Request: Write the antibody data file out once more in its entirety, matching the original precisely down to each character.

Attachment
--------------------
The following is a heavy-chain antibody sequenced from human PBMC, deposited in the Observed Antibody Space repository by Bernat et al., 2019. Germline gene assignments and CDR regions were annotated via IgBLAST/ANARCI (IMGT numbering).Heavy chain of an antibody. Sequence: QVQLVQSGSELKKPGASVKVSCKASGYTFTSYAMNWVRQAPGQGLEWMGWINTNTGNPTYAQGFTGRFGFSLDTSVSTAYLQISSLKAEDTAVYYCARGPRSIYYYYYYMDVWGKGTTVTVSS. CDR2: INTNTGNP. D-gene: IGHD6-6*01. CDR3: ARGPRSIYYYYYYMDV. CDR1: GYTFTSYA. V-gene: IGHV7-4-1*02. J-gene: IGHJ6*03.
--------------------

The following is a heavy-chain antibody sequenced from human PBMC, deposited in the Observed Antibody Space repository by Bernat et al., 2019. Germline gene assignments and CDR regions were annotated via IgBLAST/ANARCI (IMGT numbering).Heavy chain of an antibody. Sequence: QVQLVQSGSELKKPGASVKVSCKASGYTFTSYAMNWVRQAPGQGLEWMGWINTNTGNPTYAQGFTGRFGFSLDTSVSTAYLQISSLKAEDTAVYYCARGPRSIYYYYYYMDVWGKGTTVTVSS. CDR2: INTNTGNP. D-gene: IGHD6-6*01. CDR3: ARGPRSIYYYYYYMDV. CDR1: GYTFTSYA. V-gene: IGHV7-4-1*02. J-gene: IGHJ6*03.